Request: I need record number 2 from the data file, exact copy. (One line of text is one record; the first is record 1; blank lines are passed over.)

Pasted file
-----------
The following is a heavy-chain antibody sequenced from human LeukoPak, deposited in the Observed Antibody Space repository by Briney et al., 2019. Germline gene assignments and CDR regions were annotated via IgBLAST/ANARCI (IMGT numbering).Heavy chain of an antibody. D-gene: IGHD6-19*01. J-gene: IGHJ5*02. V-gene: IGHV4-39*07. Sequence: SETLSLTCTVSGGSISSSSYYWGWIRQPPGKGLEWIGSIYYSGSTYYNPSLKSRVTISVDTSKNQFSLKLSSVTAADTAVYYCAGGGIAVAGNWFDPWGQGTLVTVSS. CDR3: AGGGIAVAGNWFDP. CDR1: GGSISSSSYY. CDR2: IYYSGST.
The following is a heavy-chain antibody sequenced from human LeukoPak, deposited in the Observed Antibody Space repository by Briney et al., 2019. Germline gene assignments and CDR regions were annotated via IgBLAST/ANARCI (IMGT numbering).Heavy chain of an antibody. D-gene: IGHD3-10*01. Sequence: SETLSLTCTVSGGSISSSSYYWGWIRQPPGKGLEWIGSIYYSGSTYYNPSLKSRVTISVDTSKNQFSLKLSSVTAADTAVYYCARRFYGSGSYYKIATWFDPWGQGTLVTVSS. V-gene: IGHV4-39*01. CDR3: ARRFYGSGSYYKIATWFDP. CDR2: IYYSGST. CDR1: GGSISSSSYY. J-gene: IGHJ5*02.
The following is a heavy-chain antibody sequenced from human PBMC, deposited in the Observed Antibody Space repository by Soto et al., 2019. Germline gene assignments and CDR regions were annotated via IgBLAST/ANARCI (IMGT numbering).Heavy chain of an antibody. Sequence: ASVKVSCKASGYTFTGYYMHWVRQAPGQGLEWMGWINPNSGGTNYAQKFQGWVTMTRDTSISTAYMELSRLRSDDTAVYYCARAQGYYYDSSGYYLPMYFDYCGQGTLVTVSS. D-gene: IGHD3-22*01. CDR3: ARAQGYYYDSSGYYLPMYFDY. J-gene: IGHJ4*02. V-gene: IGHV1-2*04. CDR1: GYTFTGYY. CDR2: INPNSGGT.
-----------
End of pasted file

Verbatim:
The following is a heavy-chain antibody sequenced from human LeukoPak, deposited in the Observed Antibody Space repository by Briney et al., 2019. Germline gene assignments and CDR regions were annotated via IgBLAST/ANARCI (IMGT numbering).Heavy chain of an antibody. D-gene: IGHD3-10*01. Sequence: SETLSLTCTVSGGSISSSSYYWGWIRQPPGKGLEWIGSIYYSGSTYYNPSLKSRVTISVDTSKNQFSLKLSSVTAADTAVYYCARRFYGSGSYYKIATWFDPWGQGTLVTVSS. V-gene: IGHV4-39*01. CDR3: ARRFYGSGSYYKIATWFDP. CDR2: IYYSGST. CDR1: GGSISSSSYY. J-gene: IGHJ5*02.